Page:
Healthy eating try Time Restricted Eating  

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try time restricted eating

Instead of focusing on what you eat – a new healthy eating routine is focused on when you eat!  Here’s the low down on time restricted eating…

Many of us eat from the moment we wake up to last thing at night. This can mean our digestive system is overloaded, which can lead to us piling on the calories. Time Restricted Eating or TRE is now starting to gain popularity as a way to control our eating habits

What is Time restricted eating?

TRE is about eating and drinking within a specific time range. And lots of people are achieving good results with very manageable eight to ten-hour eating windows.

And it’s very flexible, so it can fit in with your lifestyle. For example, you could have an eight-hour window that would mean only eating between, say, 10 am and 6 pm each day then not eating or drinking anything – except water – for the remaining 16 hours. Of course, you’d aim to eat well balanced and nutritious food.

As well as losing weight – and keeping it off – converts say they’ve enjoyed reductions in blood sugar and blood pressure as well as a host of other benefits.

Avril’s experience of healthy eating using TRE

RefreshYOU Annandale owner and Head Trainer, Avril Ward, has been doing TRE every day for the past six months.

She says: “I had arthritis in my left thumb and I knew that with intermittent eating the body goes into fasting periods which encourages healing, so I thought I’d give TRE a go.”

Within a few weeks of eating within an eight-hour window of midday to 8pm, Avril found her thumb was less swollen and painful.”

She says: “My arthritis has not gone away, but it is definitely better and the inflammation has reduced.” Avril also finds it’s easier to maintain her weight and with sunrise work-out sessions, it is a lot simpler to get organised in the mornings without having to worry about breakfast!

From time-to-time Avril will eat or drink outside of those hours, but generally it is has become a way of life which she finds easy to maintain.

She says: “It’s hardest in the first couple of weeks as your body is readjusting, but make sure you have pre-prepared healthy snacks on hand and if you have to, you can drink black or green tea or bone broth outside of the eating window.”

Nutritionist, Angela Emmerton of Nutritional Matters  suggests starting with a window of 12 hours and then tweaking the ratios according to what works for you. She says: “Females tend to find a 14-hour window works best, but if you start to feel dizzy or have blood sugar imbalances this may not be the right approach for you.”

Angela adds that some people use this system to break mindless eating habits, help maintain body weight, manage metabolic diseases, such as high cholesterol and glucose or simply to give the digestive system a rest.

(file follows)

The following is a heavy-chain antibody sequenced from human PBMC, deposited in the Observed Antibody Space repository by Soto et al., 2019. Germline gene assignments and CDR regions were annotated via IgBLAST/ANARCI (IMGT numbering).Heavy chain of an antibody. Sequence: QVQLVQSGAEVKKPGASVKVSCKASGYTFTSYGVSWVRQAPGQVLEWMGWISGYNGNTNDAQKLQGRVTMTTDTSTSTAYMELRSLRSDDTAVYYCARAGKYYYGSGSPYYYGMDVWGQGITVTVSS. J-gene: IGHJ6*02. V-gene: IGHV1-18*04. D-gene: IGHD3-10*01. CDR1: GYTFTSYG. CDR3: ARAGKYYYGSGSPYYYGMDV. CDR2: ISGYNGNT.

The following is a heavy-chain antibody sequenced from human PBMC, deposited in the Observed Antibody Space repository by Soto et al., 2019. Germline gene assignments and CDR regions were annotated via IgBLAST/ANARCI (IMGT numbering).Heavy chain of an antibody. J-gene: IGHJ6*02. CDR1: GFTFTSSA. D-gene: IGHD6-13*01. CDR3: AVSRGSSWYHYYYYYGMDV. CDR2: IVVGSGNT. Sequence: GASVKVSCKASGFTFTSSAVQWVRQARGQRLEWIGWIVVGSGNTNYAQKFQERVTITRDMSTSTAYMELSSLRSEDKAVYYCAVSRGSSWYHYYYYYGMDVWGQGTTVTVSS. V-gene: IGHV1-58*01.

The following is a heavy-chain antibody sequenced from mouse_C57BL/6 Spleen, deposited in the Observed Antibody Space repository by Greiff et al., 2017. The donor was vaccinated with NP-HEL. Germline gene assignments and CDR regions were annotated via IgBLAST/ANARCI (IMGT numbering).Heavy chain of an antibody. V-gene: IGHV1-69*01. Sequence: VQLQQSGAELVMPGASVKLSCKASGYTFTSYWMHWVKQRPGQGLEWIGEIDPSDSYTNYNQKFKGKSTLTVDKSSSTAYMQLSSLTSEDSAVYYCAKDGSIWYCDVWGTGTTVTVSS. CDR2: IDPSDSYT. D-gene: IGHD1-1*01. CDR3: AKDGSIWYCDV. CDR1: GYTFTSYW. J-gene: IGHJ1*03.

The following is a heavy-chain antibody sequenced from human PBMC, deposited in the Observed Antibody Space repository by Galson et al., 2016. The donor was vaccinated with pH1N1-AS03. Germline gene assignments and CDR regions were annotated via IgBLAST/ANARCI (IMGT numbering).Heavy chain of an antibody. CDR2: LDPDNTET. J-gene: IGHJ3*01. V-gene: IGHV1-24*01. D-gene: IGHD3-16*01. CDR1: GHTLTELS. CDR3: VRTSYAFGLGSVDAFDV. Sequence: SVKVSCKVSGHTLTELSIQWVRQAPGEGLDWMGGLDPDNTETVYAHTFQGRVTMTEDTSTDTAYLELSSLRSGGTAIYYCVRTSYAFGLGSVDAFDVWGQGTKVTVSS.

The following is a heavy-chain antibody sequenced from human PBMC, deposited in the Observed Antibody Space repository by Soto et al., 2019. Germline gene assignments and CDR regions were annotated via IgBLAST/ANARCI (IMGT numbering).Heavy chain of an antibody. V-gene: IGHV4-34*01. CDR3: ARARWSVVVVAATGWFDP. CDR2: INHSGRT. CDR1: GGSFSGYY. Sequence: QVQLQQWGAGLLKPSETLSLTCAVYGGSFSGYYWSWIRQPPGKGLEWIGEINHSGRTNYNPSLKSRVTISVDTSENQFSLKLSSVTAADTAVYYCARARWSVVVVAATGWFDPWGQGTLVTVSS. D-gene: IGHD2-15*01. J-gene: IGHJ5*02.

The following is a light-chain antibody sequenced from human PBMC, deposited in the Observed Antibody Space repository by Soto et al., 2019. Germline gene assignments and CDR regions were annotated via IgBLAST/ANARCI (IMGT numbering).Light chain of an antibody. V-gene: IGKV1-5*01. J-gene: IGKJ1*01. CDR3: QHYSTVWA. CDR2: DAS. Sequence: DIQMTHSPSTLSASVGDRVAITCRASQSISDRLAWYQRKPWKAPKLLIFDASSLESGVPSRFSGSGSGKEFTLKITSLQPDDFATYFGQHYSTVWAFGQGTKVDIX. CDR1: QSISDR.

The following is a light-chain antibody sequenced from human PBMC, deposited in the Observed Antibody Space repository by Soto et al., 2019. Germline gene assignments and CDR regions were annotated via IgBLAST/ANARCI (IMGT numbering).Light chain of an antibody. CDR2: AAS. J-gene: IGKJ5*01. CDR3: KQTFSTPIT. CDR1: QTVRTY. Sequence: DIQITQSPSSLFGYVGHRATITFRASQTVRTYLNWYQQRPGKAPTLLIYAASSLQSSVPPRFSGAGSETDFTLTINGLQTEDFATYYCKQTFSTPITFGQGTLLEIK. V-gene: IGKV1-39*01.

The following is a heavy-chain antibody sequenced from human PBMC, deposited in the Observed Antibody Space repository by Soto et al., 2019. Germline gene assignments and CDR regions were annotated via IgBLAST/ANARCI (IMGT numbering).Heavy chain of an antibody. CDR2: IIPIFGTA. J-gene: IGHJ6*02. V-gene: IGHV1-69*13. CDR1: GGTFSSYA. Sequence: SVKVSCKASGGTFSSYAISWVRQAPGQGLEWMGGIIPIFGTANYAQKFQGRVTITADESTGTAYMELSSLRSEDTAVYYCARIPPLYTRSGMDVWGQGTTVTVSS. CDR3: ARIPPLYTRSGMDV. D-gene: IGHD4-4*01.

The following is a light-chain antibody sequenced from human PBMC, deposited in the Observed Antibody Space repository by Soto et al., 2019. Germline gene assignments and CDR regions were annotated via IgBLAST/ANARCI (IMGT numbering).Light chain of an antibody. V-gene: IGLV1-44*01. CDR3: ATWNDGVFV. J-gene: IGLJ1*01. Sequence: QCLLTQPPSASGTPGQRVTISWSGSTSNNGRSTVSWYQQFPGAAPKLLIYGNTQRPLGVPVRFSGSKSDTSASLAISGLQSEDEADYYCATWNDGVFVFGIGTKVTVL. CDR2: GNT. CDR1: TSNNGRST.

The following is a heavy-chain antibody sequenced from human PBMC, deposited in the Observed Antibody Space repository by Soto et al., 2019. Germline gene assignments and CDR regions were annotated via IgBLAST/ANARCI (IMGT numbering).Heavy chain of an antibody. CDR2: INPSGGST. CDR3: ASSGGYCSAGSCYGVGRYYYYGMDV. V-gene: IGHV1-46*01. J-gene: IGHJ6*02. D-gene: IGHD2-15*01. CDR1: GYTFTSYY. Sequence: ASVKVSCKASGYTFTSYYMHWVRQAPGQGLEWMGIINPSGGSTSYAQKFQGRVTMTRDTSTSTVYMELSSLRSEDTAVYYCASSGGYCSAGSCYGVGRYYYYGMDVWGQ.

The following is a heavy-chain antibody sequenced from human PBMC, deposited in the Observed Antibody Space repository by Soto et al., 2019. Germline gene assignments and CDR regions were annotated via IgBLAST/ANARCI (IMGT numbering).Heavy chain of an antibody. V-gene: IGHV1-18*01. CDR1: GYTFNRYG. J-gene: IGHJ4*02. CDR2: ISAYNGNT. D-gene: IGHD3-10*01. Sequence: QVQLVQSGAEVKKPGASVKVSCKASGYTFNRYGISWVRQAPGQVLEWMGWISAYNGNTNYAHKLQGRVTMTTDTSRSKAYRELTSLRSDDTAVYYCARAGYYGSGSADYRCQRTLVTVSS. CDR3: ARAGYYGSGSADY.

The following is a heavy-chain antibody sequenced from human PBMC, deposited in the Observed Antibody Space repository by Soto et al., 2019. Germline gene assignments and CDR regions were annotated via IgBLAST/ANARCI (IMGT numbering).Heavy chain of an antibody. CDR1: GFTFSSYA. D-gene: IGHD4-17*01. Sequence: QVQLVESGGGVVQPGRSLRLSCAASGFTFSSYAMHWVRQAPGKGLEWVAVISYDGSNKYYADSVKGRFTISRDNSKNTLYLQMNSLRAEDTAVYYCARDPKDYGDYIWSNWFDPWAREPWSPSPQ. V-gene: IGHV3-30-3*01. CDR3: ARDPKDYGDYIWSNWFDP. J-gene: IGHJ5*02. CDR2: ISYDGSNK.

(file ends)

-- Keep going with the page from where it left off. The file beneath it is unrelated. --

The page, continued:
Studies have suggested that restricting periods to less than six hours is unlikely to offer additional advantages over more extended feeding periods. But for the full benefits, aim for at least 14 hours when you’re not eating or drinking anything except water.

Other recently published findings indicate the strategy delivers many other health benefits, from improving gut microbiome to helping prevent fatty liver disease.

Put simply, TRE works by encouraging cells to switch to burning fat instead of readily available sugars explained the University of Adelaide’s Assoc Professor of Nutrition Science Leonie Heilbronn, who’s conducted a range of human-based trials.

Leonie added that the good results may also have something to do with the fact participants eat in sync with their circadian rhythms. There’s a theory our body clock isn’t only regulated in the brain, there’s a body clock in every tissue, organ and muscle of our bodies. Erratic eating messes with these clocks and could be one of the reasons it’s associated with poorer health.

TRE does seem to make sense. Digestive systems must appreciate a rest and the chance to process their contents as much as any other part of our bodies. It’s also an easy way to avoid common diet pitfalls such as late-night snacking and is a lot simpler than counting calories.

Need to knows

  •  If you’re frail or recovering from serious illness, if you’re diabetic and taking medication, pregnant or you have a history of disordered eating issues, get the OK from your GP as restricted eating may not be for you
  • Know that there will be days when time-restricted eating doesn’t work for you such as a dinner out with friends. Don’t miss out, just go back to your time restricted eating plan next day.
  • Make sure you are having enough protein. Generally, the advice is to eat nutritious foods and try to maintain a protein intake of about 1g per kg of body weight to avoid losing muscle.
  • Keep exercising – with Time Restricted Eating, there’s no reason why you can’t keep up your usual regime.

Check out RefreshYOU to find your nearest trainer.

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